Demi Jones Shares Thyroid Cancer Diagnosis
Demi Jones Shares Thyroid Cancer Diagnosis
Demi Jones Shares Thyroid Cancer Diagnosis
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Demi Jones shares thyroid cancer diagnosis

Winter Love Islander Demi Jones has been diagnosed with thyroid cancer after having a lump removed from her neck.

Taking to her Instagram story, 22-year-old Demi wrote:

Hi guys, I got my results today and unfortunately I have Thyroid cancer. The tumour has been removed but I’m now due to have more surgery to remove the rest of my Thyroid. I’m staying very positive and I’m a strong girl so I’ll be fine, thank you for your love and support always ❤️ I’ll bounce back stronger.

Demi Jones diagnosis

She also reiterated her advice to fans to always have any lumps checked out by a doctor. Demi was initially told that the lump on her neck was nothing to worry about. Thankfully, she challenged this and tests on the fluid from the lump showed that it was potentially cancerous. She had the golfball-sized tumour removed at the end of April.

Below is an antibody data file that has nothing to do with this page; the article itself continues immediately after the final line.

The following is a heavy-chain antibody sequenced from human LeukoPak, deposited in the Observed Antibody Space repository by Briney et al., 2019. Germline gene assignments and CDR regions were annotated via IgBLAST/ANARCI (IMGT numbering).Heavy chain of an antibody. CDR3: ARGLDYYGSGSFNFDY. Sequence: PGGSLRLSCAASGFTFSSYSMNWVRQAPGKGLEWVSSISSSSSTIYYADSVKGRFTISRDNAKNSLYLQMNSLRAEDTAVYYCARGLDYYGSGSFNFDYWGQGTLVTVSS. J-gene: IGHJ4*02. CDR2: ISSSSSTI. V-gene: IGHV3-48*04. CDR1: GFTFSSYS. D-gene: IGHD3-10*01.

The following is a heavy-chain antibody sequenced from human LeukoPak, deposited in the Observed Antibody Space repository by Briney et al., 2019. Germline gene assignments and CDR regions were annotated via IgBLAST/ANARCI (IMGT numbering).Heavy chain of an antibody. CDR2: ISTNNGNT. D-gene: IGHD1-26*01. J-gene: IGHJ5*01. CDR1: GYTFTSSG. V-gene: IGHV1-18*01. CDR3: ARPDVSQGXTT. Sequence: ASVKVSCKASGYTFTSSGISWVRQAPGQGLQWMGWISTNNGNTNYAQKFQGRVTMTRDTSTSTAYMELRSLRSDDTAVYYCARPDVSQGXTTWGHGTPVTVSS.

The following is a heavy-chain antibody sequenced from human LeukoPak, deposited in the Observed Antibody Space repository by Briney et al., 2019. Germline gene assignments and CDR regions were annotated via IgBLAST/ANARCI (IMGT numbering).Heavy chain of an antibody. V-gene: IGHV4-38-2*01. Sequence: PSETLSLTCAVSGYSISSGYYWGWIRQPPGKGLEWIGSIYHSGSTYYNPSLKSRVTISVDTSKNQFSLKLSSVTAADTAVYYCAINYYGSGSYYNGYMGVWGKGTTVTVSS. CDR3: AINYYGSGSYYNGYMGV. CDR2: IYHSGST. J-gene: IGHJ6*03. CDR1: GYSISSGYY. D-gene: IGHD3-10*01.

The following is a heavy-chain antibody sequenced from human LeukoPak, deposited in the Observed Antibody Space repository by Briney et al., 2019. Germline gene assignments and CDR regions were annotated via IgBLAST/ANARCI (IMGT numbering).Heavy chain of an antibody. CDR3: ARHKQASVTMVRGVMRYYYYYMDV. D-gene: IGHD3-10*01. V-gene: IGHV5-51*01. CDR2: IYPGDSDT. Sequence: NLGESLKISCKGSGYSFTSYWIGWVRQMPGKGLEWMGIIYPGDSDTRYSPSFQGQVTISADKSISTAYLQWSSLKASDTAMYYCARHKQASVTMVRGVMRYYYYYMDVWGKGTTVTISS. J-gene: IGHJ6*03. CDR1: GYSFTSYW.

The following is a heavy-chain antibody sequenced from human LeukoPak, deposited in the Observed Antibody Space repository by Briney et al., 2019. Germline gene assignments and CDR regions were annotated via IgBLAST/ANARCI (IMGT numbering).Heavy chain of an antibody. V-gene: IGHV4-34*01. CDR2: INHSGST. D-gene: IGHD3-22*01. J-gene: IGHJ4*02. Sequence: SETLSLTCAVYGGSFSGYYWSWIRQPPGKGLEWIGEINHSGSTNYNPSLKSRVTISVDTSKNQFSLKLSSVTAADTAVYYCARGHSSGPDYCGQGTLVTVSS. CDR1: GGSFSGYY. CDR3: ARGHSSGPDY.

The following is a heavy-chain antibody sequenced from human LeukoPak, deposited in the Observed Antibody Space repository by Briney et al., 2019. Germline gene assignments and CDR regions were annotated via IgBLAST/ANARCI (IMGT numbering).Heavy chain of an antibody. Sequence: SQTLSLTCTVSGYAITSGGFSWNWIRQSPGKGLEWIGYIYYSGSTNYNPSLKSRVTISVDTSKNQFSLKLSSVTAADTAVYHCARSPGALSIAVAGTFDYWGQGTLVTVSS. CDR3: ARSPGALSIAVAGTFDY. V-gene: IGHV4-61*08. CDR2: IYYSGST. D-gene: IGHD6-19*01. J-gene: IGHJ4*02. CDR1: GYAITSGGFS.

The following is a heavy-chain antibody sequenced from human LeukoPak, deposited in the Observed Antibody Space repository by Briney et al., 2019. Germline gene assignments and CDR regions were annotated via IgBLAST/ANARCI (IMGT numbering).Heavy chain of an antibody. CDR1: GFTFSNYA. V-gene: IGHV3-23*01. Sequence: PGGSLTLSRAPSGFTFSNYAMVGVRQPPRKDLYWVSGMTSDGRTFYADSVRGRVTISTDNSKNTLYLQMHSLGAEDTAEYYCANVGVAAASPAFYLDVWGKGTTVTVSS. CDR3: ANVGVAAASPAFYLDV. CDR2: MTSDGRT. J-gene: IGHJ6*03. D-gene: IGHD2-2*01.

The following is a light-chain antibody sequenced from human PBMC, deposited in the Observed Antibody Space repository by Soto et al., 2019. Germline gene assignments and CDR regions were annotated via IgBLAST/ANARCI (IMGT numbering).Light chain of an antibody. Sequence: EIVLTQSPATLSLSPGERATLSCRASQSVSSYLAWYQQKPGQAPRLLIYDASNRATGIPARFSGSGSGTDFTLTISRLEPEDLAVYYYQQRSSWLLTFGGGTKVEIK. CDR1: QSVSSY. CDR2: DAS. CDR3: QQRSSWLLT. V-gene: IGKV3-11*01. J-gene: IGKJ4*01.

demijones1

Demi received a wave of support from both fans and fellow celebs. Her Winter Love Island cast mate Shaughna Phillips shared a clip of herself and Demi to her Instagram feed, writing:

My sweet, gentle, beautiful girl, the same message I was giving you in the video applies today more than ever. Game face on my girl, you’ve got this. 💪🏽🤍

What is thyroid cancer?

The NHS website says:

Thyroid cancer is a rare type of cancer that affects the thyroid gland, a small gland at the base of the neck that produces hormones.’ It’s most common in over-60s and people in their 30s and affects women more than men. Symptoms include painless lumps or swellings in the neck, swollen glands in the neck, a hoarse voice that lasts several weeks, a persistent sore throat or difficulty swallowing.

There are four main types of thyroid cancer. Demi shared a photo of a pamphlet about follicular and papillary thyroid cancers in her Instagram story. These are the two most common types of thyroid cancer and are the most easily treatable, with over 9 in 10 people diagnosed living at least 5 years after diagnosis, many being fully cured.


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